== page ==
WSW as a type of dynamic load would show different loading characteristics due to the change of discharge conditions, and it has been shown that the dynamic response and characteristics of rock fracturing are not identical when WSW’s loading characteristics are different. Cho and Kaneko found that a higher stress-loading rate of shock wave increases the number of radial cracks. The stress released from adjacent cracks affects crack extension and results in shorter crack propagation lengths. At lower stress-loading rates, the number of crack and crack arrest caused by stress released at adjacent cracks is reduced. This leads to greater crack extension [13]. However, their study does not unify the energy of WSWs which has different loading characteristics. Whether or not different characteristics of rock fracturing are caused by different WSWs’ energy needs further study. In this paper, we studied the dynamic response and characteristics of rock fracturing under a single-impact and repeated-impacts of HWSWs. In addition, with affecting the initial crack, we also studied initial crack propagation under a single-impact. This research was accomplished through numerical simulation and single pulsed HVPD experiments on concrete, providing a theoretical basis for improving the technology principle of HVPD in rock fracturing, optimizing the effect of rock breakage and improving the working efficiency of oil and gas reservoir fracturing.

2. The Experimental Principle

2.1. The Principle of HVPD

HVPD is a very intense energy release process. Research findings showed that there is a close relationship between discharge form, WSW’s characteristics, and discharge voltage, and capacitance of high voltage storage capacitor [14]. The energy () stored in the storage capacitors can be determined by the formula (1):where is the capacitance of energy storage capacitors and is the voltage of energy storage capacitors after charging.

The combination of different and also generates discharge breakdown processes with different characteristics, which then affect the characteristics of the WSWs, even when is constant. Two examples of WSWs generated by HVPD with different discharge parameters (α and β; for specific parameters, see Table 1) indicate that the waveforms of WSWs are indeed different when parameters are varied (Figure 1). This is because the electric potential difference at the electrode tips in the discharge process of the β group is higher than that of the α group when . The speed of energy injection into the water by capacitors is higher in β group, and the energy injected into the plasma channel per unit time increases. The plasma channel of the β group is then able to achieve higher energy density before the channel wall expands; thus the plasma channel has higher temperature and pressure. However, because the energy stored by the capacitors is the same in both groups, high energy input density is bound to cause the inflation pressure duration of the β group to be significantly shortened compared with to the α group. This causes the β group to have a shorter duration of positive pressure (TDPP) and higher peak pressure () in WSW’s characteristics compared to the α group.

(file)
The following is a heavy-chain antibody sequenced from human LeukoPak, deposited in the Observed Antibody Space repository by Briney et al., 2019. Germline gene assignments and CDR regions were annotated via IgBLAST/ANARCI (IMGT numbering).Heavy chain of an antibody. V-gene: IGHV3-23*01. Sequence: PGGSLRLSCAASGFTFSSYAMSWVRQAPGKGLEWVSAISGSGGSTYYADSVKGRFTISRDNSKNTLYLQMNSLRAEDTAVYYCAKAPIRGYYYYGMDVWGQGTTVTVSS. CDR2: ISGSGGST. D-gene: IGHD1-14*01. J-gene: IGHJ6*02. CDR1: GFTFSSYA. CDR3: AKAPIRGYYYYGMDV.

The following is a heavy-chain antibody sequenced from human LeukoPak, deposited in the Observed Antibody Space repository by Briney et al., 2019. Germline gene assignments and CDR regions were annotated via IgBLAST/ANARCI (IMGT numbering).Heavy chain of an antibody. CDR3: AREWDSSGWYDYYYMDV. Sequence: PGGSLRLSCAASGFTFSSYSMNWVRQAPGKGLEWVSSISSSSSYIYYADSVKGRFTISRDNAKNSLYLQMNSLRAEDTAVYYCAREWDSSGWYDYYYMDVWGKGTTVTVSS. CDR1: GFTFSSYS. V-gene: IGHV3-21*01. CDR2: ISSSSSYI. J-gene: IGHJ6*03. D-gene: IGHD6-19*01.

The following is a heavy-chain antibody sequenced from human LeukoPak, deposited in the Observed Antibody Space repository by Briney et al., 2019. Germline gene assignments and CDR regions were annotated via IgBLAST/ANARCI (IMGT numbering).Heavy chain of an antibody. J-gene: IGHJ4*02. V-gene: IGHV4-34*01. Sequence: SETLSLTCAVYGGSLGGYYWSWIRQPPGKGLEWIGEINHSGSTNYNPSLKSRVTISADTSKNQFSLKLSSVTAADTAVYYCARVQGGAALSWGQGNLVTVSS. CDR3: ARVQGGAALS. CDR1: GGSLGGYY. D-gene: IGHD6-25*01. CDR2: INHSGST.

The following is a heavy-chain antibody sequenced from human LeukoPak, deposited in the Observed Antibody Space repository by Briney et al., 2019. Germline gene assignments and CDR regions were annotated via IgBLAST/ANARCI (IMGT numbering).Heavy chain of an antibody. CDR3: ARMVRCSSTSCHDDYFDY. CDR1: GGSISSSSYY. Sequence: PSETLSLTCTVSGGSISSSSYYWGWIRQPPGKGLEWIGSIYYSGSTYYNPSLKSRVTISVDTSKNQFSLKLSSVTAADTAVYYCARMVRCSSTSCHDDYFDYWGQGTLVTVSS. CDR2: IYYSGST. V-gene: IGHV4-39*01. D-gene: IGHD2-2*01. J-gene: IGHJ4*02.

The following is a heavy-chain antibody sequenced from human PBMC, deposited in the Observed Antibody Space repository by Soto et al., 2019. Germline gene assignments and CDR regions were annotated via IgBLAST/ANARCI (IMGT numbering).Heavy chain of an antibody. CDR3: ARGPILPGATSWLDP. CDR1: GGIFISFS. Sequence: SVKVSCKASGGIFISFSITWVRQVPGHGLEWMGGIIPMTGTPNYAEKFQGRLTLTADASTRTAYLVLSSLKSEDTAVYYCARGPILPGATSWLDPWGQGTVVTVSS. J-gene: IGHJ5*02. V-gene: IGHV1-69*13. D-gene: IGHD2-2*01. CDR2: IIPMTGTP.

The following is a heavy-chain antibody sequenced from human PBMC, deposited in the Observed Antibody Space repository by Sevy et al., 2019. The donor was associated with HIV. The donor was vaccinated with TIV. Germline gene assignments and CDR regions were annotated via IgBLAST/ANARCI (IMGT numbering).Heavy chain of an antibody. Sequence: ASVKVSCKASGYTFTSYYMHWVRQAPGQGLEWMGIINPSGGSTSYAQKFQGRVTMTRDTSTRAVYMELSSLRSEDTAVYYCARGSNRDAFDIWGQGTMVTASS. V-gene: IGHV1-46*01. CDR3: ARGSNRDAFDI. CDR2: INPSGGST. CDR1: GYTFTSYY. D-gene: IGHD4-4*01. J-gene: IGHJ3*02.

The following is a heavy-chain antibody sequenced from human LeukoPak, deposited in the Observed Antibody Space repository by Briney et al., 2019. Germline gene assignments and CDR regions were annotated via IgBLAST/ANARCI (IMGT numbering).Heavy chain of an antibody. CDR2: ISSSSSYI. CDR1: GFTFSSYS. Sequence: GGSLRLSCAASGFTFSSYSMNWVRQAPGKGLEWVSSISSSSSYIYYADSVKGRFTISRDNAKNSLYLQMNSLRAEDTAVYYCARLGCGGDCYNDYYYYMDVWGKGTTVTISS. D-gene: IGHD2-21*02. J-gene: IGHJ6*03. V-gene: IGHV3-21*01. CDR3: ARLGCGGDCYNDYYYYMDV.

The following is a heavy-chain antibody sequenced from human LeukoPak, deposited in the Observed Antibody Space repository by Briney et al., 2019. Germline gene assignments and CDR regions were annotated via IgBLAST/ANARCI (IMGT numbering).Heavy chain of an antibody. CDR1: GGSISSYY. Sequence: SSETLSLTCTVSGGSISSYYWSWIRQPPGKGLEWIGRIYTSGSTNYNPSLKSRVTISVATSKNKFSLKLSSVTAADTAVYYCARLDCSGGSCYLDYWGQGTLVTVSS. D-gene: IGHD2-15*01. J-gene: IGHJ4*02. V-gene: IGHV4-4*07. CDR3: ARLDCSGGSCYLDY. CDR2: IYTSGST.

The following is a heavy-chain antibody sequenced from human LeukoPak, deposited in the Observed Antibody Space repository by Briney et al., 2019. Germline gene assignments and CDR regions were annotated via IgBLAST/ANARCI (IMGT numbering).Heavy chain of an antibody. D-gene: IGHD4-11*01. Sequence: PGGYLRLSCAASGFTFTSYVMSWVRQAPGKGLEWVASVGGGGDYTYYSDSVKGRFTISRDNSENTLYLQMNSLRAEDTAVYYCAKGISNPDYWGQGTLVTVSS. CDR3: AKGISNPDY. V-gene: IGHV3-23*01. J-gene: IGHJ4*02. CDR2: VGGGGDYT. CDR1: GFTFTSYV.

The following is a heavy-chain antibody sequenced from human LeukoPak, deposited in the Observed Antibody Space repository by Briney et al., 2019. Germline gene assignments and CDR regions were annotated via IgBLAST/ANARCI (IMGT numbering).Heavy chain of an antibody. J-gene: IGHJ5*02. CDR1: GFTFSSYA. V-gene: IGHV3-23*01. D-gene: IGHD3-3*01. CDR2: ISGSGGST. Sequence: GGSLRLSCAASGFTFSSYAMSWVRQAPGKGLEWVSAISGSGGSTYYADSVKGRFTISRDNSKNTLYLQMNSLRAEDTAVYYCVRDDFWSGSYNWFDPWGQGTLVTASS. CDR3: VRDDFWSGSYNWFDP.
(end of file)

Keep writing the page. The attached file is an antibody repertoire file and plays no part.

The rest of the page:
GroupCharging voltage Capacitance Discharging energy Number of dischargesNumber of specimens

α8156 V60 uF2 kJ12
β11547 V30 uF2 kJ12

2.2. The Principle of Fracturing by Dynamic Impact Loads

Loading rate has an important role in the process of rock fracturing by dynamic impact loads. Common rock dynamic damage models show that, with an increase in loading rate, rock fragment size decreases, microcrack density increases, and number of macro long cracks decreases. When the WSW loading rate decreases, the rock fragmenting by dynamic impact load tends to gradually be static hydraulic fracturing [12]. This is mainly because the rock mass has different response characteristics under different dynamic impact loadings. Generally speaking, the dynamic strength of a rock mass increases with an increase in the loading rate of the dynamic impact load [15].